During the reporting period, several revelations shed more light on the inner workings of Thailand’s technical surveillance apparatus. In July 2015, leaked internal documents belonging to Milan-based Hacking Team revealed that a number of government agencies in Thailand bought spyware from them between 2012 and 2014. Those agencies included the Royal Thai Police, the National Security Council, the Royal Thai Army, and the Department of Corrections under the Ministry of Justice. Correspondence between National Security Council and Hacking Team revealed that the Thai intelligence wanted the ability to eavesdrop on popular messaging programs, especially Line, Skype, and WhatsApp.42 Police spokesman Pol. Lt. General Prawut Thawornsiri said reports of the 2012 deal with Hacking Team were “groundless” because “surveillance on citizens was illegal and ran counter to national police agency policy.”43 General Prayut Chan-ocha, who was head of the Royal Thai Army at the time the procurement was approved, also denied the reports. According to emails documented in the leak, the Royal Thai Army was in the process of buying spyware worth EUR 360,000 as of December 2014.44 The company’s Remote Control System software would give the junta the ability to intercept communications, remotely activate a mobile phone’s microphone and camera, and access all of the phone’s content including contacts and messages without the user’s knowledge.45

From August 2015 onwards, users of pre-paid mobile phone cards and free Wi-Fi nationwide in Thailand must be registered pursuant to a February 2015 Cabinet resolution. Every user must supply their full name and ID or passport number, or lose service. Partly as a result of this blow to online anonymity, the number of mobile numbers in Thailand declined during the reporting period (see Availability and Ease of Access).46

Intimidation and Violence

In addition to charging internet users, the NCPO uses extrajudicial measures to intimidate its opponents. In one prominent 2016 case, Sarawut Bamrungkittikhun, administrator of the Facebook page Peod Praden (“Open Issue”), which is critical of the junta government, was abducted from his residence in Surat Thani province, his laptop and mobile confiscated, transported to Bangkok and held in an undisclosed military barracks for seven days.47 Sarawut subsequently terminated his Facebook page.

After the May 2014 coup, the NCPO summoned hundreds of people for questioning in order to suppress potential dissent, often through public announcements in the media. Summons to “attitude adjustment” at military barracks continued in 2015 and 2016, but were made via phone calls or by post. The NCPO also diversified their intimidation methods, making repeated home visits unannounced, threatening family members, or issuing mandatory “invitations” for coffee or meals. During interrogations, individuals reported being required to sign written agreements promising not to voice political opinions or criticize the NCPO. A number of people were ordered to reveal their Facebook passwords.48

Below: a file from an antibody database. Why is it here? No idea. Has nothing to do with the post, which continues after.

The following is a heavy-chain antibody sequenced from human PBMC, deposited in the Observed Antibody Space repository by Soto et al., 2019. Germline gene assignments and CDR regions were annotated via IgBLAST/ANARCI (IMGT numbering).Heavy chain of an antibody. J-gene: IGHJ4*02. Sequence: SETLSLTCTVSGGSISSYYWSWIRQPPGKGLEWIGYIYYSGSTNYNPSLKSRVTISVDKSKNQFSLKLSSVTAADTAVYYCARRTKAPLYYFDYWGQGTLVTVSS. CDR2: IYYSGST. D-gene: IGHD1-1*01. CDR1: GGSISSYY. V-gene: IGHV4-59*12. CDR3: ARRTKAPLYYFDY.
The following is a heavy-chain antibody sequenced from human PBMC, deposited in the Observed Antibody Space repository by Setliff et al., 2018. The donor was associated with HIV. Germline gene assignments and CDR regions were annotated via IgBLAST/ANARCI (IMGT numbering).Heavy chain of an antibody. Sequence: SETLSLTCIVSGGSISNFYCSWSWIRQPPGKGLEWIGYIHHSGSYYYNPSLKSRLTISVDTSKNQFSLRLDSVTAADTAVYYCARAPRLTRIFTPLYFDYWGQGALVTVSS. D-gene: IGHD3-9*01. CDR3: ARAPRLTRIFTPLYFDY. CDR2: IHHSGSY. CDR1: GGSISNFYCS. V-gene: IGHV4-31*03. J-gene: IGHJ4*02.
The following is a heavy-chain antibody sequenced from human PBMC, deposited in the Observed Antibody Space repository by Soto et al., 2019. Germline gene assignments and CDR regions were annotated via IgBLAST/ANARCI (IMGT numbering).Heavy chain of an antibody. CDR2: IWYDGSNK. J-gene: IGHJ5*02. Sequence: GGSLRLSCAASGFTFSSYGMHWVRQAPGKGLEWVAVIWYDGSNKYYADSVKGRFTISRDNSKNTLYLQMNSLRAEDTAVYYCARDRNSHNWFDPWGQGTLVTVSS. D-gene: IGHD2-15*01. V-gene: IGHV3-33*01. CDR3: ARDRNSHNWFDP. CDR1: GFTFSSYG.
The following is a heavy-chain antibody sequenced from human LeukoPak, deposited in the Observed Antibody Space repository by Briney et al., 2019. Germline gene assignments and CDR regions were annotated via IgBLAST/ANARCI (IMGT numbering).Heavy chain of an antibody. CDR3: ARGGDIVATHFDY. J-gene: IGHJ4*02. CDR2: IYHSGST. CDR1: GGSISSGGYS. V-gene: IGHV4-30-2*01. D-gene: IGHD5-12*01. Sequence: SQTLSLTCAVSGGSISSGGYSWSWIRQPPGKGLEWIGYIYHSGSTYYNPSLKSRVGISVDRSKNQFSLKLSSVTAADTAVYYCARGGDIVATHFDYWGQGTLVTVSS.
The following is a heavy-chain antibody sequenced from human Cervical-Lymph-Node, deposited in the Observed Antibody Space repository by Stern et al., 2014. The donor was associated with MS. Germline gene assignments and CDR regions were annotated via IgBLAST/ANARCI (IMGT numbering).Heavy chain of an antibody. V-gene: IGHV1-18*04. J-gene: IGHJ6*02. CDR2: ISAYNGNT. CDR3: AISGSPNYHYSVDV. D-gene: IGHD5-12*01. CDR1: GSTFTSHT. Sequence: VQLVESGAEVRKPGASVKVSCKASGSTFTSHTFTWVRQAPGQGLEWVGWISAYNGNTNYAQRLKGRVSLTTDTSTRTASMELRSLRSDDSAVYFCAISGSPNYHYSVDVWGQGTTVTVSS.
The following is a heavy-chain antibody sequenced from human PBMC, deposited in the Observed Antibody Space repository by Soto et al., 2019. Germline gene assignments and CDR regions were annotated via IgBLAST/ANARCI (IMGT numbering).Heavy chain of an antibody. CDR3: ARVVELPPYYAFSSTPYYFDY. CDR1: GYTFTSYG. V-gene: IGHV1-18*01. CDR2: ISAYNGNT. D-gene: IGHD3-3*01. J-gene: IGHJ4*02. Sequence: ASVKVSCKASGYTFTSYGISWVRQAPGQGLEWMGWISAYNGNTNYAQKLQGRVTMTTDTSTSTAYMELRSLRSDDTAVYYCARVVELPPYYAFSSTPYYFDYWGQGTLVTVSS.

In 2015, at least 234 people were summoned or visited by the military.49 Watana Muangsook, a politician with the Pheu Thai party of former Prime Ministers Thaksin and Yingluck Shinawatra, was summoned multiple times without charge after expressing disagreements with the junta on Facebook, including over the draft constitution.50

Alleged violations of national security or lese majeste laws prompted persecution from fellow internet users as well as the state. Ultra-royalist groups increasingly organize online to track down people they deem to have insulted the monarchy, often filing criminal charges against them. “Rubbish Collection Organization,” a group of ultra-royalists led by Maj. Gen. Rientong Nan-nah, wages witch-hunt campaigns on Facebook; its targets are often ostracized socially and lose their jobs. The organization asks Thais based abroad to help track down “fugitives,” and post their addresses online to facilitate further harassment, and has threatened to sue Facebook for allowing lese majeste content.51

Technical Attacks

There have been sporadic reports of hacking attacks on online news outlets in Thailand in the past. None were documented during the coverage period of this report, though hackers did target government sites. In October 2015, the international hacking collective Anonymous hacked websites of several Thai government agencies, including the Royal Thai Police and CAT Telecom, to express their opposition to the junta’s single gateway plan.52

On Thailand

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  • Global Freedom Score

    30 100 not free
  • Internet Freedom Score

    39 100 not free